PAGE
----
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posted on 06.09.09

Of course there is salsa music in many places, it's just that there is something special about what has come from New York City. They have a punch, the city attitude and a will to go deep into the jam as they carry the latin diaspora experience. Here 8 salseros from –born or raised– New York City:

Williie Colón: "As a trombone player, he shaped the gritty, aggressive sound of the brass that characterized the New York sound." - Robert Leaver (

Ray Barretto: "Barretto is credited for being the first U.S.-born percussionist to integrate the African-based conga drum into jazz. This fact has designated him as on of the early "crossover" artists in jazz -- skillfully balancing his Latin leanings and his love for bebop througout a long and successful career." - Rolando Arrieta (

Richie Ray: "The Brooklyn native went to High School for Performing Arts and Julliard School of Music. He put together the essentials of classical music along with Afrolatin rhythms like guajira, chachachá, boogaloo and son." - (

Eddie Palmieri: "Palmieri himself is an incredible piano player, dramatic and percussive, deeply influenced by McCoy Tyner but very much an individual talent. He's had his ups and downs over the years, and his body of work reflects that, but when he's at his best there's nobody better, and he's been at his best very often." - (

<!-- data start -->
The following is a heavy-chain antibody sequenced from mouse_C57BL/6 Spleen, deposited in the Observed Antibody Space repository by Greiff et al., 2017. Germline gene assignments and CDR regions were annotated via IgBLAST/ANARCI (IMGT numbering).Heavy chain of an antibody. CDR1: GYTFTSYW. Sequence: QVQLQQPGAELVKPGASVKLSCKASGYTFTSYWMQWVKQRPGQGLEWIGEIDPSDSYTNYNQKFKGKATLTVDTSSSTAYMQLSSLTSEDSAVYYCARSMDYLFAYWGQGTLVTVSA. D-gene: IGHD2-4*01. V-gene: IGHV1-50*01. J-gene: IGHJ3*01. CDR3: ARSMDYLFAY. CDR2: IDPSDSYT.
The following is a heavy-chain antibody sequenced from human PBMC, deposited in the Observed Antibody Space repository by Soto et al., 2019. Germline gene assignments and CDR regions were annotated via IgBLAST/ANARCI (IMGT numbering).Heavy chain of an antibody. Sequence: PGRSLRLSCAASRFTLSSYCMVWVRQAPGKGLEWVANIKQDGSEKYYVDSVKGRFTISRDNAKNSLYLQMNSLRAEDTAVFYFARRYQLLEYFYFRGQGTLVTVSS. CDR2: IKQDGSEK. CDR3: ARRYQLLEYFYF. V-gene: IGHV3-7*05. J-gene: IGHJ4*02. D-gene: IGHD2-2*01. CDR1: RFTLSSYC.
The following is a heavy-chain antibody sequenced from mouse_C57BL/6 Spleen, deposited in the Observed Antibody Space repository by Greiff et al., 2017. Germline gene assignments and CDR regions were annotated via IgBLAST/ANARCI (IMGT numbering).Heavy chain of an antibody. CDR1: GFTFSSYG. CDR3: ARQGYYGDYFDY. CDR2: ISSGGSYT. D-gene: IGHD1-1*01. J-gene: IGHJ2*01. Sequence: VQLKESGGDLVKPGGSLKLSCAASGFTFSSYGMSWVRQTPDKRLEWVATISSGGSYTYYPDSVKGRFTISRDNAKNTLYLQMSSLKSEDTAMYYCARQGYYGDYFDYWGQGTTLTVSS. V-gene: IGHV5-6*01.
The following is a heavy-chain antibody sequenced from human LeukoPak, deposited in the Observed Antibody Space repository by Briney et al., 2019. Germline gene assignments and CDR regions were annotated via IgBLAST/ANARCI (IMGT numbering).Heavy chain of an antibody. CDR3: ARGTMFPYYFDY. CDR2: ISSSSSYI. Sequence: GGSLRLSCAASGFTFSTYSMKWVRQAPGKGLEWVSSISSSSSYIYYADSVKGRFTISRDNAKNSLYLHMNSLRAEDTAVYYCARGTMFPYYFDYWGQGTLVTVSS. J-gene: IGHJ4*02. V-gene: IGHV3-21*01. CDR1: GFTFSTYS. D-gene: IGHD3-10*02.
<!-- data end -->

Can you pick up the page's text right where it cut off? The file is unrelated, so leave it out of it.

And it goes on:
José Mangual Jr.: "It took a long time for someone to come up with a tribute to the late Chano Pozo, veteran conga player.... José Mangual, Jr. does a fantastic job with the help of the top Latin rhythm section in the music business." - Cash Box

Johnny Pacheco: "With his first recording, Pacheco y su Charanga, released by Alegre Records in 1961, Pacheco changed the sound of music throughout Latin America and ushered in the "Pachanga" (a strenous dance) era which faded out in 1964." - Max Salazar, All Music Guide

Joe Cuba: "In contrast to the majority of Latin orchestras of the era, which were larger and relied on trombones and other brass instruments to define their sound, Mr. Cuba’s group went for a cooler approach. A vibraphone and piano often played the main melodic lines, floating atop a strong and assertive rhythm section." - Larry Rohter (

Tito Puente: "Puente was responsible for making timbales a respectable solo instrument in Latin dance music and Latin jazz. He was also an accomplished player of the vibraphone, alto sax, bass, piano and drums, as well as an arranger and band leader." - (

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Tito Puente
Willie Colón






Latin Music
Nuyorican Culture